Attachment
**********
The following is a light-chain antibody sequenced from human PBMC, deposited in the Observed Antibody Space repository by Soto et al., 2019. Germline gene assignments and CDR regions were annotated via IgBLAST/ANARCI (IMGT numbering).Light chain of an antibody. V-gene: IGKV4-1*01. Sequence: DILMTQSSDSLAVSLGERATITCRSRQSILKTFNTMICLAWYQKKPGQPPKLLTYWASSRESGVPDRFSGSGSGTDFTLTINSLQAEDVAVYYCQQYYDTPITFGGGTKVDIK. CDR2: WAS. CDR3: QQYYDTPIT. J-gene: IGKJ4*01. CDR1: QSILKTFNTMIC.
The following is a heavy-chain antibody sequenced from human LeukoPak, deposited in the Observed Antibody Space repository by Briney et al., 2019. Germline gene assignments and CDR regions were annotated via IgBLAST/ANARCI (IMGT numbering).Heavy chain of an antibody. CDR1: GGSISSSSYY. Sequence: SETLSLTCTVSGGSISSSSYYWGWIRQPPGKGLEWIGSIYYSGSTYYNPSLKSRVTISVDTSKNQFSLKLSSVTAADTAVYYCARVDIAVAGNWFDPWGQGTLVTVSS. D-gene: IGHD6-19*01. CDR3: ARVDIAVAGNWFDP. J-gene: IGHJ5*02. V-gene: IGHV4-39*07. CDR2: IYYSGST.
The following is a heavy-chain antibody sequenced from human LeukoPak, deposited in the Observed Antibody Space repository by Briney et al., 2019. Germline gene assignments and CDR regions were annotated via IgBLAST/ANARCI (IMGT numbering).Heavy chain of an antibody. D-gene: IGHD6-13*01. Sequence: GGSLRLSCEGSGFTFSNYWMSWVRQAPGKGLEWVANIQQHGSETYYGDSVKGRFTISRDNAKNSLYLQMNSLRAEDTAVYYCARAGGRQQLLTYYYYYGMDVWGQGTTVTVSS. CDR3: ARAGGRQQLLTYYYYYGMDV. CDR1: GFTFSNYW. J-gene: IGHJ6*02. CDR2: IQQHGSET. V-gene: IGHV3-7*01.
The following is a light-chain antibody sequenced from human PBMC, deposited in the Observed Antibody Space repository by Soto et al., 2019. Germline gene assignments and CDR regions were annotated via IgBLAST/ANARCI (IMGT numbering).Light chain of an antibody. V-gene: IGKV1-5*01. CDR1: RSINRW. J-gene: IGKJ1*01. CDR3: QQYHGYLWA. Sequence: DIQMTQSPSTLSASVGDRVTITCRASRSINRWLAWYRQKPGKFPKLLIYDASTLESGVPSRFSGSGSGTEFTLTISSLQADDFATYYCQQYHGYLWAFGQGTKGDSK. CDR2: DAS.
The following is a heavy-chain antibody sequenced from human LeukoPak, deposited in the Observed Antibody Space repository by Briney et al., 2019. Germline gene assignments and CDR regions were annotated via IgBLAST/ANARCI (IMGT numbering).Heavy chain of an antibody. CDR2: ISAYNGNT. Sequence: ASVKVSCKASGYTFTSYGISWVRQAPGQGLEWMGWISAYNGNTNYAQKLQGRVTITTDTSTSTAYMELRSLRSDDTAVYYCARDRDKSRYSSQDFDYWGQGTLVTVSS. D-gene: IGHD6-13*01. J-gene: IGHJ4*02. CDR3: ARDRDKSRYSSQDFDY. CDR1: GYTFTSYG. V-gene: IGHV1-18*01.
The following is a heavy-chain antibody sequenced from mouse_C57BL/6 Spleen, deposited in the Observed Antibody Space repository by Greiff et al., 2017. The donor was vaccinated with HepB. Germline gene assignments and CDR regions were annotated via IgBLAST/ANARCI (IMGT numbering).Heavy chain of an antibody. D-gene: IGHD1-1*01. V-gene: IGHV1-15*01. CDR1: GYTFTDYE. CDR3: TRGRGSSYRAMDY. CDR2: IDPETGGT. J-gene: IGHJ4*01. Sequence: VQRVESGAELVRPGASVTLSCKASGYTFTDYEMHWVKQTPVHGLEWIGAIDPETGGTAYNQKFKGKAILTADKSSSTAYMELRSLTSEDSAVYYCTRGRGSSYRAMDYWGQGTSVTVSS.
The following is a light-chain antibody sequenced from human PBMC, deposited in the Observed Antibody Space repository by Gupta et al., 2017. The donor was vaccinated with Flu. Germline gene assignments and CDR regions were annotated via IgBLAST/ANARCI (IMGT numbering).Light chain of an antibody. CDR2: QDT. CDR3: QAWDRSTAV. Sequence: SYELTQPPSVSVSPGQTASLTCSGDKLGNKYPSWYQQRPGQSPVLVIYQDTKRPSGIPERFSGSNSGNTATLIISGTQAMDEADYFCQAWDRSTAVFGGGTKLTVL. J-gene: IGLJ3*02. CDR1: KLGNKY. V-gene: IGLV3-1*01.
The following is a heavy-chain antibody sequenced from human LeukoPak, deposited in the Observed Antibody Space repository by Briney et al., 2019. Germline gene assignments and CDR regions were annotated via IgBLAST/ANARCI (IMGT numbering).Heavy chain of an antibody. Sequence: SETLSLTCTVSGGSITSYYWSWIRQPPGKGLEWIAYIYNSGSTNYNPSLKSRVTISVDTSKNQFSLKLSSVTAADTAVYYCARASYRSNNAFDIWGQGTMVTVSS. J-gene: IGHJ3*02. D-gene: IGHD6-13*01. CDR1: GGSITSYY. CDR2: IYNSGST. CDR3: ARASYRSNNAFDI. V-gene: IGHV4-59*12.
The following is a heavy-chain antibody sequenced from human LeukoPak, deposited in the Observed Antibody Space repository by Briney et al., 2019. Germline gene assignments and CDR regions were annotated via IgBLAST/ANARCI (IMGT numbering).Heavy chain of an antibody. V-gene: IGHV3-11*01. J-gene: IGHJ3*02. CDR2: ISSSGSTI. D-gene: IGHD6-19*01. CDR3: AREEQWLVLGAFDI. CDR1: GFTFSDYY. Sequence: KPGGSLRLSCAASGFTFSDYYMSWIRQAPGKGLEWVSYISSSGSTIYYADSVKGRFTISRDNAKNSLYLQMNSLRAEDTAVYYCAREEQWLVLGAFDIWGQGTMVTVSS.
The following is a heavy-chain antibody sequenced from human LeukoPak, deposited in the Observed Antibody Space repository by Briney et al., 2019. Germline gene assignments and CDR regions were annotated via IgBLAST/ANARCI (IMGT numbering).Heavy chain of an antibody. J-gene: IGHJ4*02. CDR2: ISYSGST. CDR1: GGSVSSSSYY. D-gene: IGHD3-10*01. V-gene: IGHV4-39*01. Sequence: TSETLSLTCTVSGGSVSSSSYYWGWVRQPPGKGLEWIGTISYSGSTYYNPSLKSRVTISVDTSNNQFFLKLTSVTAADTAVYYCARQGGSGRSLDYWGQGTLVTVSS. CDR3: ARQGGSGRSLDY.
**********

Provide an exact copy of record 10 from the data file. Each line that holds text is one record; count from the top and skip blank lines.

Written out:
The following is a heavy-chain antibody sequenced from human LeukoPak, deposited in the Observed Antibody Space repository by Briney et al., 2019. Germline gene assignments and CDR regions were annotated via IgBLAST/ANARCI (IMGT numbering).Heavy chain of an antibody. J-gene: IGHJ4*02. CDR2: ISYSGST. CDR1: GGSVSSSSYY. D-gene: IGHD3-10*01. V-gene: IGHV4-39*01. Sequence: TSETLSLTCTVSGGSVSSSSYYWGWVRQPPGKGLEWIGTISYSGSTYYNPSLKSRVTISVDTSNNQFFLKLTSVTAADTAVYYCARQGGSGRSLDYWGQGTLVTVSS. CDR3: ARQGGSGRSLDY.